“We need long-term registry data to see the long-term efficacy of T-DM1 after patients have received trastuzumab in the first-line setting,” he said.

Another contentious topic is whether to offer pertuzumab if a patient’s HER2-positive disease has progressed during or after second-line or greater HER2-targeted therapy without pertuzumab. “We have absolutely no evidence so far that we can offer pertuzumab in the second- or third-line setting,” Dr. Verma said.

Management of Brain Metastases

Michelle E. Melisko, MD, of the University of California San Francisco Helen Diller Family Comprehensive Cancer Center, discussed management of brain metastases. Overexpression or amplification of HER2 is associated with a high risk of brain metastasis, with several trials showing the incidence rate ranging from 31%­-43%. Although many patients with HER2-positive disease develop brain metastases, “their survival is actually favorable compared to other patients with other tumor types, such as triple-negative breast cancer,” Dr. Melisko said. Survival for some patients with HER2-positive disease can extend more than 2 years.

Dr. Michelle E. Melisko

Radiation is still the foundation of treatment. The National Comprehensive Cancer Network guidelines state that surgery or stereotactic radiosurgery (SRS) should be offered for a patient with one to three metastases and that whole-brain radiation therapy (WBRT) should be considered as an addition. Dr. Melisko cited a controversy about the utility of adding WBRT to localized therapy, such as SRS and surgery. If a patient has advanced therapy, physicians should consider whether WBRT is the appropriate option. For patients with more than three metastases, WBRT or SRS in select cases can be considered.

The data about adding WBRT varies among trials. The JROSG 99-1 trial, which included all types of tumors, demonstrated that the addition of WBRT improved local control and that there was a longer time to neurocognitive deterioration for patients treated with WBRT. Dr. Melisko said the trial raises the question that people who have longer expected survival might benefit from better local control.

In contrast, the EORTC 22952-26001 trial evaluated patients with one to three metastases, including a mixture of tumor types. The addition of WBRT resulted in improved local control but no benefit in survival. The Columbia University Medical Center experience, published this year in Journal of Neuro-Oncology, included 528 patients with brain metastases, with 102 having breast cancer. That study found that the addition of WBRT extended survival compared with SRS.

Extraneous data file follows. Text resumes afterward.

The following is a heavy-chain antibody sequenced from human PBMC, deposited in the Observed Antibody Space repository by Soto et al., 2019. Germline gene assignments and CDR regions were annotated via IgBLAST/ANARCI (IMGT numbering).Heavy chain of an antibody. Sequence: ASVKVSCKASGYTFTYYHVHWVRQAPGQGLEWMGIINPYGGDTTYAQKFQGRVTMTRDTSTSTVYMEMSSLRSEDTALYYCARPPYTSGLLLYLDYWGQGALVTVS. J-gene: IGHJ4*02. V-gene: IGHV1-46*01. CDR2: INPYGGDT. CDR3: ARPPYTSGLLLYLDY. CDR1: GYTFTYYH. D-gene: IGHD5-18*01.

Neratinib is being investigated in several trials for patients with HER2-positive disease and brain metastases. One trial with 40 patients—78% having been previously treated with WBRT—showed median progression-free survival of 1.9 months with the agent. The most common grade 3 adverse event was diarrhea, which decreased with loperamide prophylaxis.

In the question and answer session, one attendee asked how often screening for brain metastases should occur. Dr. Melisko said that the only prospective trial that looked at screening did not find an improved outcome with screening.

“That being said, I have a very low threshold to order a baseline MRI for patients with HER2-positive metastatic breast cancer,” Dr. Melisko said. “But I don’t necessarily do that for ER-positive HER2-negative [disease], but that’s not an evidence-based practice at all.”

She said she does not put patients on a screening schedule, but that when they are diagnosed with brain metastases and are treated with SRS, they end up getting follow-up screening frequently—sometimes as often as every 3 months.

Watch the session: Visit the ASCO Virtual Meeting website.